Easy Homemade Plant Food (Miracle Grow)

4 Materials

Today I am going to show you an Easy homemade plant food that is SO affordable AND it’s actually effective. I will even tell you why it is. Don't forget to visit the blog link below for a special chemist tip and infographic to save for later. The coolest thing about being a chemist would be the experimenting and research of chemicals. Chemicals are truly in everything. Food, beauty products, cleaning products, and especially gardening products like fertilizers.

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My easy homemade plant food was made for less than $4.00 and that was for all the supplies. Per batch, it is actually just pennies to make!

Store bought plant food, like Miracle Grow, is great. It is very effective and just easy to buy, but the truth is, these products are massed produced. This means they have numerous chemicals that are unnecessary for your plants. They are really just fillers.

On the other hand, store bought Organic plant foods can get pricey. Especially for the good brands.

The trick for potted plants is an easy, fast acting nutrient dense food that acts like miracle grow!

Easy homemade plant food is the perfect option for any patio gardener. And like I said, it was a total of $4.00 for all these products and you will only use a very tiny amount of each one. So, this means you can get hundreds of batches out of this!

Chemistry Cachet’s Easy Homemade Plant Food

* 1.5 tbsp magnesium sulfate (Epsom Salt – MgSO4)

* 1.5 tsp sodium bicarbonate (Baking Soda – NaHCO3)

* 0.25 - 0.5 tsp Ammonium Hydroxide (Ammonia – NH4OH)

* 1 gallon of water (H20)

In a water container, add all the ingredients. Top with the one gallon of water and stir. I water about 5 or 6 big plants with this. You don’t want to add this entire amount to one plant. A little goes a long way!

Many have asked why such a small amount of ammonia and why the variance in the amount. Ammonia can be potent, so a little tiny bit goes a long way. With hot summer temperatures, I usually go with the 0.25 tsp of ammonia. I don't want to give the potted plant too much that may risk burning leaves. This is very unlikely to happen however. You can use up to 0.5 tsp of ammonia and the solution will be just fine. It will be a little stronger, but equally as safe for plants.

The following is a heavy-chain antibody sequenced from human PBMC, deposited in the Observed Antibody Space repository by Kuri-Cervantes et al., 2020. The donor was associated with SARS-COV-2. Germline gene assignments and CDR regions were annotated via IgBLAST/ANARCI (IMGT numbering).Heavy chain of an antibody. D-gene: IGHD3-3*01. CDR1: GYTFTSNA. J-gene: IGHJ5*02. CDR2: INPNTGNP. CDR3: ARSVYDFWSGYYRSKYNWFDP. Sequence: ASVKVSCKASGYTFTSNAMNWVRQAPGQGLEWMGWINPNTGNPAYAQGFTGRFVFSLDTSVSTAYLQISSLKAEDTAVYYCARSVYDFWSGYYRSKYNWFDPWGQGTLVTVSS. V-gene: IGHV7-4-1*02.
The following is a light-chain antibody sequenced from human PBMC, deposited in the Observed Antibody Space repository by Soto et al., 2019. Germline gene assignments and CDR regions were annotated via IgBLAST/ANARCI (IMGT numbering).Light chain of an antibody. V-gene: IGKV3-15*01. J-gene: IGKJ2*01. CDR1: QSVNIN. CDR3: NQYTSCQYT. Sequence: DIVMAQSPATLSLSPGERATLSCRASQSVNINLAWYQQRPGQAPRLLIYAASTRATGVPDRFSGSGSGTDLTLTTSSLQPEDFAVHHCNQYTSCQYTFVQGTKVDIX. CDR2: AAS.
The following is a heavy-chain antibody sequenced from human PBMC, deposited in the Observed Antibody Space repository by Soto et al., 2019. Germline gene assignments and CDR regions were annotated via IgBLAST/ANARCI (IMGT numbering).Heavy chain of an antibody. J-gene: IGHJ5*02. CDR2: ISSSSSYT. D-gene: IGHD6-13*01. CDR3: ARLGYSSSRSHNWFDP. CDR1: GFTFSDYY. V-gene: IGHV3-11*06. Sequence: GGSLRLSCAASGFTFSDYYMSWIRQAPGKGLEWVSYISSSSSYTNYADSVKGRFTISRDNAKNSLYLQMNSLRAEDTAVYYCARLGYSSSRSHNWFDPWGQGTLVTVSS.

**make sure to check out the blog post for FAQ's and other nutrient options. I know this isn't a complete fertilizer, so please check out the blog url for more tips on this.

Also, this is just a fun, quick solution for potted plants and anyone new to gardening.

Let’s check out why this solution even works. This Fun Infographic shares all the details on why this solution is perfect for plants!

This solution does especially good on potted ferns, geraniums, and hibiscus!

Coming up with this solution was fun and I love how easy it was to put together. Don't miss out on my Extra Chemist Tips at the bottom of the post on one more element you may want to add! Just click the URL at the bottom.

For those that are interested in more garden tips, including our favorite slow release plant food. please check out our eBook.

Find more before and after pictures on the blog below!

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Alexis @ Chemistry Cachet
Want more details about this and other DIY projects? Check out my blog post!
Frequently asked questions
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3 of 158 questions
  • Kat Lee Radkins Kat Lee Radkins on Jul 15, 2023

    You say potted plants...is this okay to use on regular potted houseplants? Such as Diffenbachia, Pothos, etc.

  • Cel92244331 Cel92244331 on Oct 30, 2023

    Is this ammonia ,baking soda, and Epsom salts recipe good for christmad cacti peace plants, lavender and palm plants???

  • Judi Judi on Jun 01, 2024

    could I use lemon scented ammonia?

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3 of 182 comments
  • Dana Dana on Jul 10, 2023

    Home recipes to get rid of ants in flower bed

  • Pre103196017 Pre103196017 on Jun 24, 2024

    This is the difference between chemistry & agronomy. Nutritionally, what is the baking soda providing the plant? NOTHING - Baking soda - NaHCO3 . . . Na (sodium) harms plants, and the rest will gas off. Epsom salt (magnesium sulfate), yes plants need Mg & S but they aren't major needs. All this mixture does is acidify the soil (not good) and add nitrogen, Mg, and S. Just like us humans, plants need a balanced diet, mainly of nitrogen, phosphorus, potassium, calcium, magnesium, iren, etc.

    This is a cut "trick" fertilizer but you might stick with a more well rounded mix. I strongly disagree with the comment of "filler" miracle gro type products provide a good balance of major nutrients (N, nitrogen, P phosphorus, K potassium) and minors like iron, manganese, etc.

    • Definitely check the blog post for more details on the purpose of this, more balanced options etc. while I’m a chemist by trade, I actually worked on this type of “home” formulations in horticulture in college. More importantly, I have used this formula for about 12 years now and it continues to prove its success with the results.This is why testing is one of the most crucial things for any diy. And it’s important not to misunderstand what these DIY tips are meant for :)